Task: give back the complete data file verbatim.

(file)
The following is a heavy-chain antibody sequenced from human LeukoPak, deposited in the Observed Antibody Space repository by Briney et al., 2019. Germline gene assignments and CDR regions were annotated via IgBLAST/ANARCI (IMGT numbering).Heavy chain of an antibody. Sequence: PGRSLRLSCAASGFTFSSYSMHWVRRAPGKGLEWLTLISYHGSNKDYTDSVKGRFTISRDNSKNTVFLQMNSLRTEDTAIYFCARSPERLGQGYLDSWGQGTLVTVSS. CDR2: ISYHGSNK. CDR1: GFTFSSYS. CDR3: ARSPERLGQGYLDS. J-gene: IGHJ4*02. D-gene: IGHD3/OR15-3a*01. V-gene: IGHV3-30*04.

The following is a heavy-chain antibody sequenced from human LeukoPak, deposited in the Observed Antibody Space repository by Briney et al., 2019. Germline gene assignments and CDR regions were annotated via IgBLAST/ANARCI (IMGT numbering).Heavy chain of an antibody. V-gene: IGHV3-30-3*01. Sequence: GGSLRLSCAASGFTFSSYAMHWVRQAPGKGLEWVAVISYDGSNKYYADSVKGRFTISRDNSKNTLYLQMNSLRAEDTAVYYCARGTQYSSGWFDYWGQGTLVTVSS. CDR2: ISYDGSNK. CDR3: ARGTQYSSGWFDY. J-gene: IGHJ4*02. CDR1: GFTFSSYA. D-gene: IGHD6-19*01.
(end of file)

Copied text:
The following is a heavy-chain antibody sequenced from human LeukoPak, deposited in the Observed Antibody Space repository by Briney et al., 2019. Germline gene assignments and CDR regions were annotated via IgBLAST/ANARCI (IMGT numbering).Heavy chain of an antibody. Sequence: PGRSLRLSCAASGFTFSSYSMHWVRRAPGKGLEWLTLISYHGSNKDYTDSVKGRFTISRDNSKNTVFLQMNSLRTEDTAIYFCARSPERLGQGYLDSWGQGTLVTVSS. CDR2: ISYHGSNK. CDR1: GFTFSSYS. CDR3: ARSPERLGQGYLDS. J-gene: IGHJ4*02. D-gene: IGHD3/OR15-3a*01. V-gene: IGHV3-30*04.

The following is a heavy-chain antibody sequenced from human LeukoPak, deposited in the Observed Antibody Space repository by Briney et al., 2019. Germline gene assignments and CDR regions were annotated via IgBLAST/ANARCI (IMGT numbering).Heavy chain of an antibody. V-gene: IGHV3-30-3*01. Sequence: GGSLRLSCAASGFTFSSYAMHWVRQAPGKGLEWVAVISYDGSNKYYADSVKGRFTISRDNSKNTLYLQMNSLRAEDTAVYYCARGTQYSSGWFDYWGQGTLVTVSS. CDR2: ISYDGSNK. CDR3: ARGTQYSSGWFDY. J-gene: IGHJ4*02. CDR1: GFTFSSYA. D-gene: IGHD6-19*01.